What David Freese Can Provide for the Angels
Feb 26, 2014; Tempe, AZ, USA; Los Angeles Angels infielder David Freese poses for a portrait during photo day at Tempe Diablo Stadium. Mandatory Credit: Mark J. Rebilas-USA TODAY Sports
David Freese burst on the national stage during the 2011 playoffs. He set a playoff record with 21 RBIs, and won both the NLCS and World Series MVP awards. In fact, Freese broke the hearts of Rangers fans everywhere in Game Six of the 2011 World Series, belting the game tying two run triple with two outs in the ninth and followed up by hitting a walkoff home run in the eleventh.
Freese continued to build on that momentum in 2012. He made the All-Star team, being voted in by the fans on the final ballot. For the year, Freese produced a .293/.372/.467 batting line, with 20 home runs. His batting eye improved, as he improved his walk rate from 6.6% in 2011 to 10.1%. At age 29, Freese appeared to have hit his prime, and was set up to be the Cardinal third baseman for the foreseeable future.
Instead, David Freese regressed in 2013. While his batting eye remained intact, Freese just did not produce at the same level, with a .262/.340/.381 slash line. His power decreased, as Freese hit only nine home runs all year. However, although Freese produced a home run on merely 6.1% of his fly balls, he was hitting the ball hard throughout the year. His line drive rate actually increased over 2012, going from 22% to 24% last year. If anything, Freese, much like the line drive machine known as Billy Butler, may have been hitting the ball too hard, not allowing his hits to get the lift needed to put the ball in the seats.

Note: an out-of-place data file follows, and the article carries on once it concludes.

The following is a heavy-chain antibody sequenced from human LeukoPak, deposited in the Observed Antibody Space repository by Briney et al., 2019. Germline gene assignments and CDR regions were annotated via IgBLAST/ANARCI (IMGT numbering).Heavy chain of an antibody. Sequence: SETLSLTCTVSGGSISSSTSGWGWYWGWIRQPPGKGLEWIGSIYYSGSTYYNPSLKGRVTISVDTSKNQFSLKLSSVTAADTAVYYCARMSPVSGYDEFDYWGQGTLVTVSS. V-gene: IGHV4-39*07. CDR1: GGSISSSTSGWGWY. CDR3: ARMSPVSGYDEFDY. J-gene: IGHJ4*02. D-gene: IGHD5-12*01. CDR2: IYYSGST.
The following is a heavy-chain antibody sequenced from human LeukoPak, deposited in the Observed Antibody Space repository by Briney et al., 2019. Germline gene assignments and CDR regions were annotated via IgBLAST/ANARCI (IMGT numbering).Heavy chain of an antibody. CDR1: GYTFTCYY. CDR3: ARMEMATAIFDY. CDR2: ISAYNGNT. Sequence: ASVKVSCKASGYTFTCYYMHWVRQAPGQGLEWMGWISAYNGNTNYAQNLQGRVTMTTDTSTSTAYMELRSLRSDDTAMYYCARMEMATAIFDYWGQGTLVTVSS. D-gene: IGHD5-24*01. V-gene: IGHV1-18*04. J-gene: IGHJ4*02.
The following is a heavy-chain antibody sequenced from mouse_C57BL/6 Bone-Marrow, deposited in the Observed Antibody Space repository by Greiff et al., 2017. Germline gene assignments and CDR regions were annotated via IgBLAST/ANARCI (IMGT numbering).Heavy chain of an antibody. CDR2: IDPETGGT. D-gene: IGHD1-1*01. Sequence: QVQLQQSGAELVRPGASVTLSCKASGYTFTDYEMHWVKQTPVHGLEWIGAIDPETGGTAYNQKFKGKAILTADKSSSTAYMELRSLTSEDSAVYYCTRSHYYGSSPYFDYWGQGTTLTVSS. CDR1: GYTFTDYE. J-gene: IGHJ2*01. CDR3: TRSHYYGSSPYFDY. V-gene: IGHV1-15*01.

Acquired along with Fernando Salas for Peter Bourjos and minor leaguer Randal Grichuk, Freese is certainly an interesting player for the Angels. If Freese continues to hit the ball the same way he did last year, he could end up being a doubles machine, providing more gap power as opposed to home run power. However, that should still be more than sufficient.
Right now, David Freese is projected to hit fifth in the Angels batting order, serving as the protection for Josh Hamilton. Given Hamilton’s free swinging tendencies, the Angels will need Freese to provide a legitimate threat in the fifth spot. Otherwise, opposing pitchers will not have a reason to really pitch to Hamilton, and might be able to get him out on pitches outside the zone.
The biggest keys to the Angels lineup may be the performance of their leadoff hitter and whoever hits behind Hamilton. As of this point, that player is expected to be David Freese. In his first season with the Angels, Freese may find himself as a focal point in the lineup.